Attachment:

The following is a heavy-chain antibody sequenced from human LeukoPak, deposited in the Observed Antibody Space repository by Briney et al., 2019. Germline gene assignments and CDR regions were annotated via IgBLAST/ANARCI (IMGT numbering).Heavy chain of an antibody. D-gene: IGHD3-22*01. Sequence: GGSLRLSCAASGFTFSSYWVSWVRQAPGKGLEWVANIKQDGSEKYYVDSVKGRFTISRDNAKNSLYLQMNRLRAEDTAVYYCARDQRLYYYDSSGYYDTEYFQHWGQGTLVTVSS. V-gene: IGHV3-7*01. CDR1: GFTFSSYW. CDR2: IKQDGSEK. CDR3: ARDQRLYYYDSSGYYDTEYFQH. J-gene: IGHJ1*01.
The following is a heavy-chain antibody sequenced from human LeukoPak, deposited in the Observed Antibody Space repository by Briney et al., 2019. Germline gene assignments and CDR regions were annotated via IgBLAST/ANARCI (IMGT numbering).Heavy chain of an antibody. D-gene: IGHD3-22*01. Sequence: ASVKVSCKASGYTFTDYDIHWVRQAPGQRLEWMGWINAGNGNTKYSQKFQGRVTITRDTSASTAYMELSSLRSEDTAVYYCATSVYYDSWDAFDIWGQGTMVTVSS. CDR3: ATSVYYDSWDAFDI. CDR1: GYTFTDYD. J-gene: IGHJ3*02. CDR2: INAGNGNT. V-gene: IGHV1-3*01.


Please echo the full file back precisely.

The following is a heavy-chain antibody sequenced from human LeukoPak, deposited in the Observed Antibody Space repository by Briney et al., 2019. Germline gene assignments and CDR regions were annotated via IgBLAST/ANARCI (IMGT numbering).Heavy chain of an antibody. D-gene: IGHD3-22*01. Sequence: GGSLRLSCAASGFTFSSYWVSWVRQAPGKGLEWVANIKQDGSEKYYVDSVKGRFTISRDNAKNSLYLQMNRLRAEDTAVYYCARDQRLYYYDSSGYYDTEYFQHWGQGTLVTVSS. V-gene: IGHV3-7*01. CDR1: GFTFSSYW. CDR2: IKQDGSEK. CDR3: ARDQRLYYYDSSGYYDTEYFQH. J-gene: IGHJ1*01.
The following is a heavy-chain antibody sequenced from human LeukoPak, deposited in the Observed Antibody Space repository by Briney et al., 2019. Germline gene assignments and CDR regions were annotated via IgBLAST/ANARCI (IMGT numbering).Heavy chain of an antibody. D-gene: IGHD3-22*01. Sequence: ASVKVSCKASGYTFTDYDIHWVRQAPGQRLEWMGWINAGNGNTKYSQKFQGRVTITRDTSASTAYMELSSLRSEDTAVYYCATSVYYDSWDAFDIWGQGTMVTVSS. CDR3: ATSVYYDSWDAFDI. CDR1: GYTFTDYD. J-gene: IGHJ3*02. CDR2: INAGNGNT. V-gene: IGHV1-3*01.